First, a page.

Ask me, to sum up ‘brand management’ in a sentence and I would say, ‘the occupation of creating and sustaining a brand.’
Of course, that is a bit circular, as the keyword in both phrases has not yet been explained, and that is ‘brand’.
But that is on purpose – because it is exactly that word and the questions around it that actually matter, both theoretically and practically if you want to make a successful brand.
If you do not know what your brand is, then it is impossible to manage it.
If, on the other hand, you do have a clearly defined brand, then not only will it be easy for you to manage it and know what will help and hinder that brand.
But you’ll also make it easier for customers to identify with your company and product.
You will make it more attractive to them, and make it easy for people to separate you from your competition.
Therefore the very first step upon the road to successful brand management is a matter of definition.
What is the brand?
Obviously, your brand has the standard tangible characteristics, such as what you’re selling, the price, the colours, the packaging and everything around.
Even services have tangibles, such as the actual service and the customer experience.
Chances are good that you’ve got these down pretty well, or if you’re just starting out you’re working towards it.
But a brand isn’t just that.
It’s also the intangibles.
It’s the associated feeling and brand emotions that people have when they consider your brand.
Think of the difference between your product and your brand as the gap between what your company makes and what your customer buys.
The customer isn’t just buying your product.
They’re also buying the prestige, positive emotions, and the associated image.
The better you’ve managed your brand, the more the purchase that your customer is making is about the brand, rather than the product.
Now that is not to say that the product doesn’t matter.
Obviously, it still does. But it becomes less important.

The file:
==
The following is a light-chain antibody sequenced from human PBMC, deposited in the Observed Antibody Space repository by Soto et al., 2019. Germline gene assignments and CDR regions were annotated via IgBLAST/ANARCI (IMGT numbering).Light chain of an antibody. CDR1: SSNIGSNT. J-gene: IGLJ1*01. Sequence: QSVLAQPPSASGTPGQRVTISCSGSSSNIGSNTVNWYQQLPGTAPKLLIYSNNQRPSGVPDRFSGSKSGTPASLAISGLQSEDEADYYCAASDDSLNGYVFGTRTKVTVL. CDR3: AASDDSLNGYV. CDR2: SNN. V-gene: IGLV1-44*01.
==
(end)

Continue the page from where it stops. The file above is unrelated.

For example, Rolex watches are no doubt good watches, but when people buy a Rolex in many ways the name is more important than the product.
A brand has eight attributes that brand management looks to amplify. These are:
1 – Relevancy
The brand must be relevant. The product must meet expectations and the brand must be successfully tied to the product. If for example, your brand is effeminate and you’re selling power tools, then something has gone terribly wrong.
2 – Consistency
In effect consistency equals trust. If you always deliver a consistent message that remains loyal to the core concept of the brand, then your customers will internalize that message – and thereby the brand – more easily.
3 – Proper positioning
If the brand is well positioned so that it can claim mental real estate in your consumer’s minds so that it is the first thing that comes up when they consider buying a product similar to what you’re selling.
4 – Sustainable
A sustainable brand has legs and will allow the company to work towards innovating, maintaining success and organizing the working process.
5 – Credibility
It is vital that your brand remains credible. That means that it does what it promises, that the marketing does not exaggerate and offer false claims and that it avoids negative publicity.
6 – Inspirational
You should always be striving to make your brand inspire and transcend beyond a product and into a lifestyle category. For example, how Apple made their products not just products but become the embodiment of a generation’s aspirations.
7 – Uniqueness
If your brand melds together with that of other companies then obviously what you’re doing will help them as much as it helps you. For that reason always be aiming to make your brand unique. The place to start, of course, is the name.
8 – Appealing
Last but not least, your brand should be appealing. People should want to be associated with it. If you can do that successfully, then the brand will almost sell itself!
The brand’s image is the memories, ideas, thoughts and feelings that come up in their mind’s eye when they consider your product.
And how you manage the brand’s attributes will define your brand image.
The best way to create a useful image is to find one word or one key phrase that sums up the main thrust of your argument.
Obviously, more images and ideas can be associated with your brand, but all these other attributes are secondary.
It’s this main idea that you’re trying to conjure in the consumer’s mind first and foremost, like a big equals sign with your brand on the one side and the target phrase on the other.
For Toyota you could say it is reliability, for Apple, it would be a lifestyle and for Coca-Cola, it would be cool.